It’s been a while since I’ve updated my blog, and I do apologize for that. In case you haven’t noticed, I’m not exactly a professional blogger (heck, my blog looks amateurish even compared to amateur bloggers), and I work for a living. Things in our sleepy town of Kelowna, BC tend to be very seasonal, and sometimes it catches me by surprise. All of sudden work got busy, and writing things on my little blog became a lesser priority. Life happens, you know.
Recently, I’ve received an email from one of the readers asking me to describe my philosophy when it comes to money. After coming to terms with the fact that I have a philosophy, I have spent a couple hours of trying to figure out what it is and how I can translate it into text.
Personal Finance Principles
Ever since I’ve decided to get better at personal finance, I’ve been calculating net worth for myself and later for two of us. Of course, during first couple of years it was mostly negative because I borrowed too much and had a tendency to spend every dollar I’ve made.
In fact it was just sad:
My assets: $124.45 on my checking account
My liabilities: $12,400 in student loans + 9,700 on credit cards
Net worth: - $21,975.55
(These are my actual numbers circa 2004!)
Of course, now our net worth statements look much more positive (check out our net worth update from 2014).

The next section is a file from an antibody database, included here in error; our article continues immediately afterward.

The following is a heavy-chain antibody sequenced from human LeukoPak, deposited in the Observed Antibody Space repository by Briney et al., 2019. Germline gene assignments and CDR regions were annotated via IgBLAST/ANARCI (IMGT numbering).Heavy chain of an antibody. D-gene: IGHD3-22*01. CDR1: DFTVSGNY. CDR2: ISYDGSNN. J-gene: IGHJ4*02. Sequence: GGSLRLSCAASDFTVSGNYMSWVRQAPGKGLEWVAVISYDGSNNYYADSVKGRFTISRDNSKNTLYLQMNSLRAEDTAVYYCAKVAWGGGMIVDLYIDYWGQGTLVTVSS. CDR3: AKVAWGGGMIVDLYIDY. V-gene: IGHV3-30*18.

But I believe you should be calculating net worth even if you’re broke. You might say - heck, why should I? Net worth statements are for rich people who have money, stocks, and flying cars. Why should broke people bother with this?
Old Russian superstition and attracting money
Personally, I’m not a superstitious person. My wife isn’t one either, but we do share couple of superstitions between us which we stick to for some reason. Perhaps we’ve inherited them from our parents. After all, kids do what parents do without questioning it.
My wife’s superstition is somewhat cool. If she ever gives somebody a wallet as a present, she always puts money into it. Some people consider giving an empty wallet a sign of bad luck - if you give an empty wallet, it will stay empty. At the same time, if you put some money into it and hold on to it, this money will be attracting money for you and making you wealthier as the time passes. So, she always puts $5 or $10 dollars inside a wallet before gifting it.